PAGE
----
Ask any metalhead who follows the festival circuit in Europe to name a New Zealand metal act, and they will probably respond with Alien Weaponry who have made a huge impact internationally while having their debut album reach #1 in the NZ local charts and their follow-up #4, quite an achievement. We don’t see much of the guys down here I Aotearoa anymore as they are playing so much overseas, but there is another local band who are more than making up for that absence, Shepherds Reign. While Alien Weaponry make much of their Māori roots, performing in both Te Reo and English, Shepherds Reign are from South Auckland and proudly Samoan, tribal in their outlook and approach.

When one sees them come onto the stage one can only be impressed even before they play a note, all wearing the same shark’s tooth necklace, and a feeling of menace and danger while singer Filiva’a James is a mass of hair and next to him is a Pātē, the traditional Samoan split wooden drum and then they start. I have no idea how many times I have seen these guys play in the last few years but have come away massively impressed every time as they really are unlike anyone else. True, they are bringing in traditional influences in a similar manner to others such as Alien Weaponry or Sepultura, but these guys move between danger and commerciality unlike any other. I was worried this album may not live up to their live performances, so I am glad to say those fears were unfounded as this is incredibly powerful and in your face.

They build their music from the foundations of Shaymen Rameka (drums) and Joseph Oti-George (bass), who combine to twist the grooves as they mix and switch between different styles, yet always with that tribal and raw approach. Layered over the top of that are the twin guitars of Gideon Voon and Oliver Leupolu, two of the nicest guys one would ever want to meet offstage but focussed and driven when on it – standing either side of Fili, who when not singing can be found driving the rhythms on the Pātē or taking the music in a different direction on his keytar. Some of the songs are in English, others in Samoan, yet the power and emotion come through even if the words are not understood. “Ua Masa’a” is full of twists and turns, and while many will not be able to understand the lyrics, they tell a dramatic story, of how Filiva’a’s sister was murdered by her spouse and his family. Needless to say, this is raw and full of anger as Filiva’a voices the thoughts his sister would have felt prior to her death. “Ua masa’a le ipu vai” is translated to “The cup has spilt”, a symbolic look at the love once shared, lost like water in a broken cup.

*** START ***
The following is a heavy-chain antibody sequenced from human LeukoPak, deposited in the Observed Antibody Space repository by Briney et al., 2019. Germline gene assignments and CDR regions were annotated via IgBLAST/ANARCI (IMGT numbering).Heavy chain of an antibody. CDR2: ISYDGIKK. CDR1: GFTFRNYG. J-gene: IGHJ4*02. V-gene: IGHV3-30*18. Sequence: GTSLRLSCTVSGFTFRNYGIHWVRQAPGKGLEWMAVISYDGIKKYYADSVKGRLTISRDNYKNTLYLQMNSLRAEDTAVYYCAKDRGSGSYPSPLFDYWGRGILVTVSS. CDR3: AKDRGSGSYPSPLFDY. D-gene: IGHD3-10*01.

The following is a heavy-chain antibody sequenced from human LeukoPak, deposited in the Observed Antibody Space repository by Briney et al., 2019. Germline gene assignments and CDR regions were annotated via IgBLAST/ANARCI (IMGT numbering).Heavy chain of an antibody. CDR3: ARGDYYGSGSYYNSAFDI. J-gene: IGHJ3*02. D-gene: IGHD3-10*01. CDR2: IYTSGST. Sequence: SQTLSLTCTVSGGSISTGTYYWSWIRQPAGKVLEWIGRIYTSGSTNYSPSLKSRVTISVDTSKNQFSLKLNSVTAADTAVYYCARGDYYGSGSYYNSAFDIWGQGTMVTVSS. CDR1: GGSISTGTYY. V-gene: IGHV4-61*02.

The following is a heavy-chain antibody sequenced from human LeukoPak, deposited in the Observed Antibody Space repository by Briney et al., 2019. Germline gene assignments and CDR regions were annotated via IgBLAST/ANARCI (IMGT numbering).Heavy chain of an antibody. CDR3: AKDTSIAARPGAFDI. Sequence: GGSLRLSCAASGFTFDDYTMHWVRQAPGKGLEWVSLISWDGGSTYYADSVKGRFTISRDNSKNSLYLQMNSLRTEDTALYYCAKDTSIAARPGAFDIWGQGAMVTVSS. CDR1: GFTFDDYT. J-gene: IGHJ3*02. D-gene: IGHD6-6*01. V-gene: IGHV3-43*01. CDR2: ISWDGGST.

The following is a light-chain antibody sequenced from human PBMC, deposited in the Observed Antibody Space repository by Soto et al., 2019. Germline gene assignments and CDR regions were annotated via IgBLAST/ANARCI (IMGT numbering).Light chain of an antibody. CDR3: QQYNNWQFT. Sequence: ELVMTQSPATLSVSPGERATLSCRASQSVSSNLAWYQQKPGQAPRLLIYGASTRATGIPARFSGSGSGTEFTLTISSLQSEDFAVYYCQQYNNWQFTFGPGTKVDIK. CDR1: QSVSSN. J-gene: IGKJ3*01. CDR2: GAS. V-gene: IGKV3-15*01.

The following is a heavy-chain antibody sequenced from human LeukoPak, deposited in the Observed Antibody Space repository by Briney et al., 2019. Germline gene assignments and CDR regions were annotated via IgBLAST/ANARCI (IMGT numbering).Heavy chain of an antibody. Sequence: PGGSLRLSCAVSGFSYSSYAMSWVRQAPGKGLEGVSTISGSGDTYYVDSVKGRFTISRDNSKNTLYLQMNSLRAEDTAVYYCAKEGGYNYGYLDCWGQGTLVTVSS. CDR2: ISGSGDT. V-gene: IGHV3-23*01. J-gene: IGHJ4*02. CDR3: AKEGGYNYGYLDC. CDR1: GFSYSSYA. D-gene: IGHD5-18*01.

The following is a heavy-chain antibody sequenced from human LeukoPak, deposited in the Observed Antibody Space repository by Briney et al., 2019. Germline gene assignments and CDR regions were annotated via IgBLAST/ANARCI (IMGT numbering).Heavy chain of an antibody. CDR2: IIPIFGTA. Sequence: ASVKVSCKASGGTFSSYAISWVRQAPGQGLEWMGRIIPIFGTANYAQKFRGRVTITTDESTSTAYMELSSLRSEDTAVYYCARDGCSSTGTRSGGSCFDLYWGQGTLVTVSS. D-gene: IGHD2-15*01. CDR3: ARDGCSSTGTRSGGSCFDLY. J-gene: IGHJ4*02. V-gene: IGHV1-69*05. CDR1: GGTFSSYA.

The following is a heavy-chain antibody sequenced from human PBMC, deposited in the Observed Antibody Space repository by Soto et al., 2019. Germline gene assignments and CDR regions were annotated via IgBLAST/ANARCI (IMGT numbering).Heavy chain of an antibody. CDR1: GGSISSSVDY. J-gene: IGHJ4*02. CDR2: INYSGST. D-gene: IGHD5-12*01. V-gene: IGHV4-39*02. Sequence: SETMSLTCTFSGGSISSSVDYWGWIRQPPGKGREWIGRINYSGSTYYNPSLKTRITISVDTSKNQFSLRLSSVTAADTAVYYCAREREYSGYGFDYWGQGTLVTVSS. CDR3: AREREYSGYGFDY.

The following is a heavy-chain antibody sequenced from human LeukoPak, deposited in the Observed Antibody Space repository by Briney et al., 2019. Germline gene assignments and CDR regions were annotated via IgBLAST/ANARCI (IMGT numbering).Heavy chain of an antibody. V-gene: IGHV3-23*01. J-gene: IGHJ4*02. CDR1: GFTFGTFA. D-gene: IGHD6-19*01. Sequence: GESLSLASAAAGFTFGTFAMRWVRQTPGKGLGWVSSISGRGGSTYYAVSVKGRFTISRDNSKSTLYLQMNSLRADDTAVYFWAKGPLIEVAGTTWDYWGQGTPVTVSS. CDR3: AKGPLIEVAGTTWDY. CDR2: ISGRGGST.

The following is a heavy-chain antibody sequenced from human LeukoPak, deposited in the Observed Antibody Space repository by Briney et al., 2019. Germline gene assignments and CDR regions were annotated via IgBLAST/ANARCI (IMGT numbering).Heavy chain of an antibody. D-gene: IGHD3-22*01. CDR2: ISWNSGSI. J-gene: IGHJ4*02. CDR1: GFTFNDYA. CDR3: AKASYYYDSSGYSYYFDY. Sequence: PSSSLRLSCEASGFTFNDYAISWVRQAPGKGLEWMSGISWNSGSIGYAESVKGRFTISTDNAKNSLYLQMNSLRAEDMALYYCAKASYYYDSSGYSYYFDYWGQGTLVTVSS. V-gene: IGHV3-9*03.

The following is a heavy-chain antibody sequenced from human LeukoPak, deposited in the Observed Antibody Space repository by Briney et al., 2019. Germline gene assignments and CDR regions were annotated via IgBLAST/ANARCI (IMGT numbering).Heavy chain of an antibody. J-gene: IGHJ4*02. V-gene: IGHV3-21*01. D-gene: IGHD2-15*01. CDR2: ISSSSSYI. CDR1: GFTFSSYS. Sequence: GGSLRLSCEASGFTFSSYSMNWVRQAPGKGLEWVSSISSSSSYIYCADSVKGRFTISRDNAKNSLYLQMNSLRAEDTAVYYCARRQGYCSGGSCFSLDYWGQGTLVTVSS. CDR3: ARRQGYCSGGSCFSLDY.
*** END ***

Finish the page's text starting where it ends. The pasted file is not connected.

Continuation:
The title cut has it all, commencing with keytar before the wooden percussion comes in, then more drums, all with the groove, with the guitars and bass joining in, before we are off into a belter with the percussion at its very heart. This is an anthem, powering, dramatic and intense before it somehow twists into something more commercial, dynamic and lifting. From the traditional “Samoa O La’u Fesili” at the beginning of the album, one realises this is going to be a very special experience indeed. Undoubtedly the New Zealand metal album of the year so far, ‘Ala Mai’ is going to find the band a whole host of new audiences overseas, and I can only hope they soon gain the international success and recognition they so richly deserve. Groove metal rarely sounds as epic as this.

Rating: 10/10